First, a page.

As more organizations embrace the principles of Autonomic Security Operations, Google continue to research and develop new initiatives that can simplify the adoption of a continuous detection and continuous response (CD/CR) workflow for Security Operations teams. To this end, Google are excited to announce Community Security Analytics (CSA), a set of open-sourced queries and rules designed for self-service security analytics designed to help detect common cloud-based threats. They believe that fostering a community around standardizing and sharing cloud security analytics across our portfolio of offerings can help improve detective capabilities – giving threat researchers, threat hunters, security analysts, and data governance teams a place to collaborate, while also leveraging our cloud-native threat prevention and detection capabilities by Security Command Center. 

With Google Cloud, you have a secure foundation which you can directly control and independently audit & verify. This transparency and auditability allows you to verify proper access, and also detect potential threats to your data and workloads early on before it becomes a problem. Google Cloud services leave audit trails, be it administrators’ activity or users data access using Cloud Audit Logs, in addition to VM logs, application/container logs, and network logs, depending on the service. However, analyzing this plethora of voluminous yet valuable logs quickly becomes a data challenge. Assuming you’re already collecting security-relevant logs, there’s still work to be done to understand the activity they describe, and make sense of it all.

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Your Security Operations teams can use CSA to get started with analyzing your Google Cloud logs to audit recent behavior and help detect threats to your workloads. Google have partnered with the MITRE Engenuity’s Center for Threat-Informed DefenseCYDERES (the security-as-a-service division of Fishtech Group), and a variety of contributing customers to develop a sample set of analytics and kick-start the development of the community. Leveraging the collective knowledge of the community, other organizations can use these queries and customize them to their own requirements.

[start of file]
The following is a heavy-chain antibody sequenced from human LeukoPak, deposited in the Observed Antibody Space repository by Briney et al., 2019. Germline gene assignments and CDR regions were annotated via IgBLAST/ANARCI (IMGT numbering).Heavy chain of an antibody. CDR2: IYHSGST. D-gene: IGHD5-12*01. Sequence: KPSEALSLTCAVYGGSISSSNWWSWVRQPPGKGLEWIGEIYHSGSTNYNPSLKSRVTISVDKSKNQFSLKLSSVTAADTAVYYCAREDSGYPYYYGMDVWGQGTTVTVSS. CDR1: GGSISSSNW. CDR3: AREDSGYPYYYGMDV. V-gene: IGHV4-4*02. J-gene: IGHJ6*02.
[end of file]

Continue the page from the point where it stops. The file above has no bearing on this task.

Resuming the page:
CSA queries are mapped to the MITRE ATT&CK® framework of tactics, techniques and procedures (TTPs) to help you evaluate their applicability in your environment and include them in your threat model coverage. These queries can be run using either cloud-native or third-party analytics tools. The initial CSA release offers detections in the form of YARA-L rules for Chronicle, and SQL queries for BigQuery, with more formats to follow based on community feedback.

You can use CSA to further investigate high-fidelity security findings from Security Command Center (SCC) and correlate them with logs for decision-making. For example, you may use a CSA query to get the list of admin activity performed by a newly created service account key flagged by Security Command Center in order to validate any malicious activity.